IN this one the "men" went to Godmersham.  For the shooting? this is another motif; she records when the men in the family go shooting. They are murdering birds. I find in the novels there a strong wry irony towards this activity and in another letter Austen calls them "amiable men" when it's a case of shooting. Of course they might not be shooting; they could fish, ride &c.  She talks of the bad weather which makes me think they did something outside in the vast landscape fo that rich estate. Later in the letter she returns to this talking of the "prodigious number of birds," maybe even she will kill a few.

Again she complains about being stuck; I looked at the reference in _Camilla_ (which Austen refers to elsewhere in similar detail -- she knew it well). If you look at the chapters you find that Lionel "demanded" (pressured) Camilla to go to Mr Dubster's house. Lionel misbehaves badly in Chapter 2, is uncooperative, mocking. Mr Dubster unkindly describes the crippled Eugenia to her face and the whole incident is very unpleasant.  Then Lionel drags the ladder away leaving them stuck there (in the Oxford it's pp 269, 276-82)

Then Charles comes in for a hit. I did not gather as much information about Charles as Frank; Frank was easier to make a chronology for as Frank apparently "did" better (he impressed people) and was promoted and noticed much more. The sarcasm seems to be making fun of Cassandra's complaint which when parsed by an intelligent mind seemed silly.  Charles apparently was not at Cork (see LeFaye's note) and maybe Cassandra wrote him two letters to Cork street.  The sarcasm is "see what a great gainer he was."  This makes me wonder about that opening extravagant praise. So not all Cassandra's letters were so valuable.

Fanny Austen Knight

Then there is a mention of Fanny, the eldest daughter who we are told "seemed as glad to see me as anybody."  Was there some strain in an earlier visit where she wasn't?  We hear of Fanny inquiring after Cassandra's wedding clothes.  Maybe this detail formed the portrait of Fanny in Miss Austen Regrets: caring so much about marriage.   I think "fatter" means fatter but notice it's linked to "handsome."  Nancy mentioned our present anorexic norm for actresses:  the actress who played Fanny in Miss Austen Regrets was painfully thin (Imogen Poots?)

Imogen Poots as Fanny (note her neck bones); since Olivia Williams (here Jane) has also gone very thin, it's hard to gather how bon-y is Imogen (Miss Austen Regrets, at Godmesham)

Then we get description of some of the Bridges family: Louisa stout (means robust -- so she would probably not be hired for a central part in a modern movie).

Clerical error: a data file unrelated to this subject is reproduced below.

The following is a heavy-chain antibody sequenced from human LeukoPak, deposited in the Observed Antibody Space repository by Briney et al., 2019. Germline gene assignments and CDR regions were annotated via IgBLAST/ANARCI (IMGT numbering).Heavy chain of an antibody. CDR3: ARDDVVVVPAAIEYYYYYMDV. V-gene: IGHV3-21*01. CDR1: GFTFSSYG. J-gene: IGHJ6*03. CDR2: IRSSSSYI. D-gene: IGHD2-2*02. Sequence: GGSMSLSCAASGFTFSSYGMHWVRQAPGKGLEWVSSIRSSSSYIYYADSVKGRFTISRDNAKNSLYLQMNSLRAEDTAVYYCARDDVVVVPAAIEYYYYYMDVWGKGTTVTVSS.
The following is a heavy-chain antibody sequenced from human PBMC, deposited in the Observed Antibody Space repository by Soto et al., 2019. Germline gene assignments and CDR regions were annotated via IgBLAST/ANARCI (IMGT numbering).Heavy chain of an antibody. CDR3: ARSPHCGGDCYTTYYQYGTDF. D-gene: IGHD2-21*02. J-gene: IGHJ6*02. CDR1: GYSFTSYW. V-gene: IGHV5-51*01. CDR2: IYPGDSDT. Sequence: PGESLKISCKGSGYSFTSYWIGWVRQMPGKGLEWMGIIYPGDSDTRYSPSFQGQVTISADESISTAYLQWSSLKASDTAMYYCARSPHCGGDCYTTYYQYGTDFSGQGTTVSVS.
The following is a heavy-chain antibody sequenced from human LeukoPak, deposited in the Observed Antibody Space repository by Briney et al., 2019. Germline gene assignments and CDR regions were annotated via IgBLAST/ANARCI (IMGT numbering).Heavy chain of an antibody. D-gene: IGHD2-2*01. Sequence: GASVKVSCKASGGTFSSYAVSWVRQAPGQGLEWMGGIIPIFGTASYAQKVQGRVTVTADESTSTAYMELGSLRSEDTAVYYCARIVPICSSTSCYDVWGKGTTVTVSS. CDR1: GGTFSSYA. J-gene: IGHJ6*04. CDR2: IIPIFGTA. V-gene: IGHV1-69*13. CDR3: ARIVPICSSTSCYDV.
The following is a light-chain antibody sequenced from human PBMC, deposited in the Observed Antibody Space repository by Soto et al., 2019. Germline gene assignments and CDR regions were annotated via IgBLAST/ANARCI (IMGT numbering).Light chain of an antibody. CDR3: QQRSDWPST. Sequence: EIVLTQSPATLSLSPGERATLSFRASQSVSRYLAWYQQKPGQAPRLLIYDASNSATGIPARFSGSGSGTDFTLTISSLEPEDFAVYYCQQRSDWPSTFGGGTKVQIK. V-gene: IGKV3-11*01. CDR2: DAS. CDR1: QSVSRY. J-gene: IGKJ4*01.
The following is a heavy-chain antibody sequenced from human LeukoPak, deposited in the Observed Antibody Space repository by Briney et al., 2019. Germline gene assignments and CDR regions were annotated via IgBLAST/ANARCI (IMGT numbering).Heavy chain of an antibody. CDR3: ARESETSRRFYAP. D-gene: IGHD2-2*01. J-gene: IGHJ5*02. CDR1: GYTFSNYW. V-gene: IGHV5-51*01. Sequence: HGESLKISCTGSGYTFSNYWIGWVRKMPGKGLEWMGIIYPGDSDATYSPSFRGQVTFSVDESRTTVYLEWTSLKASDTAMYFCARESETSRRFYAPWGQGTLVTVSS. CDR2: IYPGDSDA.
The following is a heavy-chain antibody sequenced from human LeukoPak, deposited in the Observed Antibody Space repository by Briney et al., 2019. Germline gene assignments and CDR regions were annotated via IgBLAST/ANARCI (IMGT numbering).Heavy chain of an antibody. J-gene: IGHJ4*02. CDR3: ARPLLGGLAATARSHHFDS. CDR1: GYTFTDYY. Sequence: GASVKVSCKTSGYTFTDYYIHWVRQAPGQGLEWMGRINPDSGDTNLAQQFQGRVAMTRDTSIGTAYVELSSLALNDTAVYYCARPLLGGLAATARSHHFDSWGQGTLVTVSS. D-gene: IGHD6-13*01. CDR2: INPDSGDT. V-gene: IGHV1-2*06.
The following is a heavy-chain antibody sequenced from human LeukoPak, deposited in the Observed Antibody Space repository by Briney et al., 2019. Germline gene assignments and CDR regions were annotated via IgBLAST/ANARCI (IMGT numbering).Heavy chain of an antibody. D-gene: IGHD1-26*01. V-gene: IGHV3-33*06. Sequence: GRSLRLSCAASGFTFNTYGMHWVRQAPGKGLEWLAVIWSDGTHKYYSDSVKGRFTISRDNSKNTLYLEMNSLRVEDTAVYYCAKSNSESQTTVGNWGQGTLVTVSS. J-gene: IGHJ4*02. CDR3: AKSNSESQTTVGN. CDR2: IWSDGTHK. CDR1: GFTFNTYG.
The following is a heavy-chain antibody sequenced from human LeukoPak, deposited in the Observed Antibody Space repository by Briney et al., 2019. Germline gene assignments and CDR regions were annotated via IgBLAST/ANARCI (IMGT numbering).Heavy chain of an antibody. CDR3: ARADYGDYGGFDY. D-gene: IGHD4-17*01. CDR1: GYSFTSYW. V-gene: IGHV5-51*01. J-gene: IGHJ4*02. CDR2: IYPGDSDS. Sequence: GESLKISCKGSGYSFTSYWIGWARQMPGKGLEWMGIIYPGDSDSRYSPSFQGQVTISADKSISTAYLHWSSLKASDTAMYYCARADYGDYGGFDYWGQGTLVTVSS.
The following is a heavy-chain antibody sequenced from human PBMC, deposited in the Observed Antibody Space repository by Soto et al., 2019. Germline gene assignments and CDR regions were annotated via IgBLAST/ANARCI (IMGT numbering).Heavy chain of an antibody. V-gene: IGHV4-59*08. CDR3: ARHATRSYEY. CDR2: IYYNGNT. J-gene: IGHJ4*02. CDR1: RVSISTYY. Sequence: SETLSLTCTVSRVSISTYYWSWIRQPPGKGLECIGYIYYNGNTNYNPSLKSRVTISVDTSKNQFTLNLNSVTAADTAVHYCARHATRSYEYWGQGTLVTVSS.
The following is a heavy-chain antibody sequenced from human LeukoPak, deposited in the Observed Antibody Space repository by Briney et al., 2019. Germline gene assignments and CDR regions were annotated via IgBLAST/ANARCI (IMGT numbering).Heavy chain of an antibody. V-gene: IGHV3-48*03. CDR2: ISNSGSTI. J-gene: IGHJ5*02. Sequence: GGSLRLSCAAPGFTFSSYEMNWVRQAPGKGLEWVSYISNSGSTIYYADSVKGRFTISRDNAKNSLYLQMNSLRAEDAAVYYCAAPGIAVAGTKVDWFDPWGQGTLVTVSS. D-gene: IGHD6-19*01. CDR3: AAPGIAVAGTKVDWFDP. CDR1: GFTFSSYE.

Mr Charde was an organist at Winchester and taught Austen music (see LeFaye's notes).  I take the line here to refer to a fictional (not for real) flirtation Cassandra and Jane made up about him:  Jane worries her long absence may occasion the poor man's collapse (for love of her?). I find this interesting because it's part of a pattern or a kind of statement repeated a lot in Austen's letters; she pretends a man is madly in love with her or she is altogether willing to marry him to please others. Here it seems to me she's obviously ironic. Nonetheless it's a kind of self-congratulation that feels coy.

Then a serious line: "I practise every day as much as I can" which is undercut by the silly talk she does not mean (she wishes it were for his sake).

Why does she add this kind of thing?  Maybe it's a way of talking with Cassandra she has like a husband and wife indulging in baby talk as a form of comfort, a way of covering the gaps between people. But she does chose for her pretenses these self-flatterings and calling attention to herself.  (In Miss Austen Regrets Austen is shown as really mocking Mr Papillon -- who is treated with similar "jokes").

Then a bunch of trivia Austen knows is trivia: these great "valuables" the party has left behind; Anna's gloves treated as of importance.  Perhaps Cassandra was a literal person worried about expensive items and possessions. "I know nothing of my mother's handkerchief."  These have odd tone, rebarbative.

Among this is the reference to making Edward's shirts. What fun. She may be writing straight (not ironic) when she says she is proud to be the neatest worker, but I recall there's a letter later in the collection about how she wishes she could get clothes ready made and finds spending such amounts of time sewing frustrating.

Tags: jane austens letters, literary biography, women's memoirs